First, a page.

Starting a new business is always a testing, and time-consuming time. Something that it’s important not to let slip though is understanding the costs you could face, which could potentially lead to your business failing prematurely. In order to be successful, a business must plan and understand the costs involved in a new start-up venture. To ensure that your venture starts on the right step, together with Flogas, we explore those hidden costs that you may not have originally considered.
Valuing your staff
Building a team (even if it’s a small one) and team morale is crucial, particularly in the early stages of a business venture. Building your team of new staff members can often be difficult as nobody knows anyone else, and relationships are new. Therefore, when employees are working hard and delivering results, it’s important to show them respect and appreciation, to minimize employee turnover, which can be crippling. You want your labour turnover to stay low so you do not have to repeatedly pay for the training of new employees.
Consider boosting morale within the team with, for example, employee of the month initiatives? Or maybe setting aside funds for workplace socials, which are a great way to get everyone in the business interacting. Although there is a cost involved with these types of events, it helps employees bond and get to know each other on a personal level.
Additionally, it’s also important that continuous training is given to staff to help your business to try and stay ahead of competitors. As well as keeping staff engaged, training shows that you want to invest in your employees, and help them to stay on top of their workload (and targets).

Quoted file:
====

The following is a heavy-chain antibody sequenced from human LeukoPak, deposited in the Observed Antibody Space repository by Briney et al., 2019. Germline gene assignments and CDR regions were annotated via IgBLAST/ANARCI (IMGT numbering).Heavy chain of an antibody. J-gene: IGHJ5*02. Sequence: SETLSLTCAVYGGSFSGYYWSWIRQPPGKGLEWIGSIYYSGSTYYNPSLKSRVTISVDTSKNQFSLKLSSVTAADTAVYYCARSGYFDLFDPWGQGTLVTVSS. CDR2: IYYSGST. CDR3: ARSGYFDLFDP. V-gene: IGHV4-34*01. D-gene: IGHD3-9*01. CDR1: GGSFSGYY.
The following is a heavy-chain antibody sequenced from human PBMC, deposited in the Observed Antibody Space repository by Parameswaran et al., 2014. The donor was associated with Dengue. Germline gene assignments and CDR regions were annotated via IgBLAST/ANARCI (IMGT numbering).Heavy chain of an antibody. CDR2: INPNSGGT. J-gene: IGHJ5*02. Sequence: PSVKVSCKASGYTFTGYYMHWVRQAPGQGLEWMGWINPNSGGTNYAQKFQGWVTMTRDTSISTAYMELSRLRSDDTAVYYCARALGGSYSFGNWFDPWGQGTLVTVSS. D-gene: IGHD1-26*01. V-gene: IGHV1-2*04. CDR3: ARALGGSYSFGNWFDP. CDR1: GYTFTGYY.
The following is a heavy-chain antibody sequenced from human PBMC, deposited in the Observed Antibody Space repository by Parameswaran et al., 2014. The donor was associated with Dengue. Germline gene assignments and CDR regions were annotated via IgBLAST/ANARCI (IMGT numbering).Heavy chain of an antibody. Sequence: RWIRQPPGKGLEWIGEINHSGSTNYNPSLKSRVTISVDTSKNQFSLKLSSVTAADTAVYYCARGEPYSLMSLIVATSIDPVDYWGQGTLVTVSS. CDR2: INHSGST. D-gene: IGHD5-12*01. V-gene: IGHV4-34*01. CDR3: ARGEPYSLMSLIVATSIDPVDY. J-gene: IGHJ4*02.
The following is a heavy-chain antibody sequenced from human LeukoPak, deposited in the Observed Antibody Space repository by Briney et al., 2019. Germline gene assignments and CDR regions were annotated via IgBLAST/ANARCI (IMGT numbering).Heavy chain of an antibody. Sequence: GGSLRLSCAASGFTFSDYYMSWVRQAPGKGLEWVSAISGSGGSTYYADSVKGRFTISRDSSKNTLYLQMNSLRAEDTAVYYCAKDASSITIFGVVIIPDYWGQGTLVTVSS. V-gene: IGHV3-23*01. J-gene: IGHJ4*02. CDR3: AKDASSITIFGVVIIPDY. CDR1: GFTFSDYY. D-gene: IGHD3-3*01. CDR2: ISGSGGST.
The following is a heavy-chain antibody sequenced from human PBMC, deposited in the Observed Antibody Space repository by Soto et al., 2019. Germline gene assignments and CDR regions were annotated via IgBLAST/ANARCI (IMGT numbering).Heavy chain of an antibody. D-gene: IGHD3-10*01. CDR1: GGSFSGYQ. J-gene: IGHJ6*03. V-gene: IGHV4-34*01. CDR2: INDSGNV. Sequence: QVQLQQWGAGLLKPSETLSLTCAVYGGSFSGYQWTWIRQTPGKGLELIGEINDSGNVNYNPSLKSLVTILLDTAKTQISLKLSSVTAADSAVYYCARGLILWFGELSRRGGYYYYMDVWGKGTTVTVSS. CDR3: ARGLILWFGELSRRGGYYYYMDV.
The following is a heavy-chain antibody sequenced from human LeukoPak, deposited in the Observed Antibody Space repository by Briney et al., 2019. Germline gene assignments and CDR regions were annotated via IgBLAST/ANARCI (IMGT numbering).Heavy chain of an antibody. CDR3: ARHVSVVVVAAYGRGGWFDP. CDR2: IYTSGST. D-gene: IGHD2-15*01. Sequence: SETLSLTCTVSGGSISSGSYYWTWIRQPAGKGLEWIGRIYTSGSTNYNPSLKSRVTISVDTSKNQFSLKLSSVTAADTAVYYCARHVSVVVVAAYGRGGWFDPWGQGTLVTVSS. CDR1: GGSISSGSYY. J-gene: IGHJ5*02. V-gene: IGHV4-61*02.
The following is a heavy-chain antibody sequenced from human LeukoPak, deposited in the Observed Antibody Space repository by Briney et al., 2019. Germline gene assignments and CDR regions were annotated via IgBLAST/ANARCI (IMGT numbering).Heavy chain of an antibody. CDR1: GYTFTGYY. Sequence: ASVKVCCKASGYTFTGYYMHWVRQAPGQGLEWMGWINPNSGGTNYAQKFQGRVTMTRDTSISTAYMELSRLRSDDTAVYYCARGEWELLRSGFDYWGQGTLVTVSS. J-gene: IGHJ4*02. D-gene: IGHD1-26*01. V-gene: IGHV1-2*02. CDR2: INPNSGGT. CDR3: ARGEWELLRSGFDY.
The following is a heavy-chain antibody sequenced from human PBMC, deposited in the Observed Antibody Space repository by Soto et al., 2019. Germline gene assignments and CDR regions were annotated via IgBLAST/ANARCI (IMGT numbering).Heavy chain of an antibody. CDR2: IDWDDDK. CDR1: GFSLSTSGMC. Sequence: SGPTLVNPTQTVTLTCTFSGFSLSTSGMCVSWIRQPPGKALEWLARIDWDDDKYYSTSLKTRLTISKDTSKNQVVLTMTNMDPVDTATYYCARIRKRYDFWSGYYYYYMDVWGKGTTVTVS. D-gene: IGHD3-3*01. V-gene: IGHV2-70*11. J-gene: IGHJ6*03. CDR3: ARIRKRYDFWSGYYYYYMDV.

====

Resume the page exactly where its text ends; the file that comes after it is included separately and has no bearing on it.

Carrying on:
What about unaccounted gas and electricity bills?
UK micro businesses use an average of 7,500 kWh of electricity per year, with a bill of £1,062 (BusinessEnergy). Moving up to a small business, they would pay £2,038 annually, for around 15,000 kWh of power. A medium sized business is likely to pay £3,146 (25,000 kWh), whereas a large industrial business will more than often pay for 60,000 kWh, which equates to £7,346 per year.
And what if your business uses a gas connection? You’re likely to use 10,000 kWh per year with a total average bill of £430 within a small business, 25,000 kWh and a total bill of £856 in a medium-sized business, and 45,000 kWh with a total bill of £1,424 in larger businesses.
Overpriced gas and electricity prices can make a serious dent in your business profits, which are usually minimal in the initial years of setting up. Make sure you find the right gas supply for your business, so that you can keep costs down and maximise profits.
Keep your business model current
No business operates without the threat of competition. Technology can help you to implement your business model effectively, which will help you to stay on top of orders and ahead of your competitors.
Being efficient is key to a fledgling operation. More efficient practices can be encouraged in the workplace; for example, employees can carry out tasks on the move with smart devices and tablets. By adding robust security measures alongside these technologies, you will avoid becoming a victim of the 3.6 million cases of fraud and 2 million cases of computer misuse reported this year.
Again, although there are costs involved in implementing these technologies in the short-term, the long-term benefits and efficiency savings in terms of cost will provide your start-up business with the competitive edge that it needs.